Name elision

While I understand that is how it is both parsed and stored internally to the compiler, from a user's perspective, it's a type. I can use it in ways that a function can't, such as destructuring.

But with regard to univariant enums? It's definitely questionable at best. Honestly the only reason I even included it was because he mentioned it; otherwise I likely wouldn't have thought of it.

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More on single-variant enums: it reminds me of derive(Default) not working on them, even though it certainly could.

It's a complicated question. Because for example in (0..10).map(Wrapping), it's far more a function than a type. Would let v: Vec<Wrapping<i32>> = (0..10).map(_).collect(); work, inferring a tuple-struct-constructor? That one feels like a stretch to me.

I agree it's less of an issue in patterns than it is in expressions.


Imo it feels like it should. Reasonable minds can disagree, of course.

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I would say that that would be too "magical" because there might be multiple functions for doing the conversion.

I, personally, feel that this should be only added to patterns.

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How do people feel about restricting this (initially?) to only patterns? This would cover some of the larger use cases, including function parameter destructuring, while avoiding hinge like value construction. From my previous comment, this would allow alpha, beta, and gamma, but not the rest. Nested usage should be allowed.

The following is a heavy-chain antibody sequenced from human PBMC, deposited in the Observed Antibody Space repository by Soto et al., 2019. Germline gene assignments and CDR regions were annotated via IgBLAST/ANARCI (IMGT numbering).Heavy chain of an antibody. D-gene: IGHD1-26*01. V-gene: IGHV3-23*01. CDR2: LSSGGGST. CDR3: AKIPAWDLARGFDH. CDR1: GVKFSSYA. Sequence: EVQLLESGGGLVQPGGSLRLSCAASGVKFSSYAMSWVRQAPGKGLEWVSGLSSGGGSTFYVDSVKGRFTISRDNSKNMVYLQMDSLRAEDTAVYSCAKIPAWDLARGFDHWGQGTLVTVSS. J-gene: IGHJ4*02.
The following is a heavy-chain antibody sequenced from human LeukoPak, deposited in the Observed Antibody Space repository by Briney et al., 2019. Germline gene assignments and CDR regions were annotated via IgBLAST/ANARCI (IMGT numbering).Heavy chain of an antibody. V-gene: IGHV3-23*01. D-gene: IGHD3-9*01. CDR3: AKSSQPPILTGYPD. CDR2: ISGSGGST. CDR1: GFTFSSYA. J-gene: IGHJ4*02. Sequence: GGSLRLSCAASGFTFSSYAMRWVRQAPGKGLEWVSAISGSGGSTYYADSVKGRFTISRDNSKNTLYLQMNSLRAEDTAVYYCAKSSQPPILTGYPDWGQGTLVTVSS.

I'm torn. On the one hand it makes sense as the simpler case. On the other hand, the usual parallels between expressions and patterns mean that accepting it for patterns would set such strong precedent for expressions that perhaps it ought to be considered at the same time to avoid a potential future where a different approach needs to be picked for expressions because of complications.

For example, imagine if the expression side ended up needing to be struct(5) or enum::V4(ip) instead of _(5) or _::V4(ip) to avoid ambiguity. Then might be better for the pattern side to be that too, even if the underscore syntax would work fine there. (I really worry about things like _::new(4) getting requested, like C#'s new inferrered-new feature, depending how broadly this elision starts to apply.)

I think it's a fallout from wanting to show parameter names. Basically it's stuck showing either the actual pattern or arg1, and I guess it prefers the former.

There are already enough differences between patterns and expressions that this would be acceptable. Most notably, the wildcard (_) is currently only allowed in patterns (although for different reasons).

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